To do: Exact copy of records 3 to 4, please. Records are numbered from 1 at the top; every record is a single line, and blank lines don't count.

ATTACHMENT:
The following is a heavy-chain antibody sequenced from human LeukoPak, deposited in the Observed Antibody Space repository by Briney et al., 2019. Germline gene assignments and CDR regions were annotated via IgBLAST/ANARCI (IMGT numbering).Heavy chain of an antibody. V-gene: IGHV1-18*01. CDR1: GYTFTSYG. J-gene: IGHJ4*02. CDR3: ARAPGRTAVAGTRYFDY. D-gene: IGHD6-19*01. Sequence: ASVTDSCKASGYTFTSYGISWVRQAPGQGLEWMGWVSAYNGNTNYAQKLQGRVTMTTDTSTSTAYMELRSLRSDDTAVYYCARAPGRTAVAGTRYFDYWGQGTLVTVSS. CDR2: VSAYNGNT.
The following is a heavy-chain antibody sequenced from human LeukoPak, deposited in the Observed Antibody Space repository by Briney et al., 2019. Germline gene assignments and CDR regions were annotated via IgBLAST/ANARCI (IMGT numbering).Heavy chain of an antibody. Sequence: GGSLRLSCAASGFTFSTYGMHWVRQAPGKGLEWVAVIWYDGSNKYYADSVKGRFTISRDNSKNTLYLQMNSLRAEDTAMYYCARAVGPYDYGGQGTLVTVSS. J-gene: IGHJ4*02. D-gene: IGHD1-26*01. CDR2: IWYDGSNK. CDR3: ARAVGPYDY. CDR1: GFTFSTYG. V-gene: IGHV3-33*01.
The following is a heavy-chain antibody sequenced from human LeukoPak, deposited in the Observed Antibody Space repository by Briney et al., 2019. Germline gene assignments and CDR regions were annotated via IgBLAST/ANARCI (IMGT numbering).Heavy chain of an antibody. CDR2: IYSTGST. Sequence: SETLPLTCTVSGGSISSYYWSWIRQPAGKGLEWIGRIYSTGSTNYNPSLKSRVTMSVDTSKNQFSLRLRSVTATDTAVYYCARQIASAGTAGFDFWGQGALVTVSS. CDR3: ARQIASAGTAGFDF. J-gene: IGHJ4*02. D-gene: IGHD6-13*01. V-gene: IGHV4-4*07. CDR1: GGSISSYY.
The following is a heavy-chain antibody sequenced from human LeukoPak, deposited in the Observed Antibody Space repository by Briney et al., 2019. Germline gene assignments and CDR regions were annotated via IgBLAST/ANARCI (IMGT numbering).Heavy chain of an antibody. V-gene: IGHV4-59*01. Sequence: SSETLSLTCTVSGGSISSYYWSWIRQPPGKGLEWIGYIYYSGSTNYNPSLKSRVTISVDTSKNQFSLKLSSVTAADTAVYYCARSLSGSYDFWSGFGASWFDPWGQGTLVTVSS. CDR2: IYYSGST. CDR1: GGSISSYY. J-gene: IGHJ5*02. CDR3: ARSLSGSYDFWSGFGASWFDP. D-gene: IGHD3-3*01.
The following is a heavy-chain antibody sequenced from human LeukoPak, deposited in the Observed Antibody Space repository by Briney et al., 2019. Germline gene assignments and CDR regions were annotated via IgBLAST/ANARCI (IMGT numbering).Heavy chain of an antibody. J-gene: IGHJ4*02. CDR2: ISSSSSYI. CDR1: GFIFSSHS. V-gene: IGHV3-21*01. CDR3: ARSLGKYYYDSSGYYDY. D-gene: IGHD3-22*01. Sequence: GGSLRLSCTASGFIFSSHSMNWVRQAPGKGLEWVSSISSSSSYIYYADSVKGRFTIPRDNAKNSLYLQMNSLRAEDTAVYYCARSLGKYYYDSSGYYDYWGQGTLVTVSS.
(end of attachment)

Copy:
The following is a heavy-chain antibody sequenced from human LeukoPak, deposited in the Observed Antibody Space repository by Briney et al., 2019. Germline gene assignments and CDR regions were annotated via IgBLAST/ANARCI (IMGT numbering).Heavy chain of an antibody. CDR2: IYSTGST. Sequence: SETLPLTCTVSGGSISSYYWSWIRQPAGKGLEWIGRIYSTGSTNYNPSLKSRVTMSVDTSKNQFSLRLRSVTATDTAVYYCARQIASAGTAGFDFWGQGALVTVSS. CDR3: ARQIASAGTAGFDF. J-gene: IGHJ4*02. D-gene: IGHD6-13*01. V-gene: IGHV4-4*07. CDR1: GGSISSYY.
The following is a heavy-chain antibody sequenced from human LeukoPak, deposited in the Observed Antibody Space repository by Briney et al., 2019. Germline gene assignments and CDR regions were annotated via IgBLAST/ANARCI (IMGT numbering).Heavy chain of an antibody. V-gene: IGHV4-59*01. Sequence: SSETLSLTCTVSGGSISSYYWSWIRQPPGKGLEWIGYIYYSGSTNYNPSLKSRVTISVDTSKNQFSLKLSSVTAADTAVYYCARSLSGSYDFWSGFGASWFDPWGQGTLVTVSS. CDR2: IYYSGST. CDR1: GGSISSYY. J-gene: IGHJ5*02. CDR3: ARSLSGSYDFWSGFGASWFDP. D-gene: IGHD3-3*01.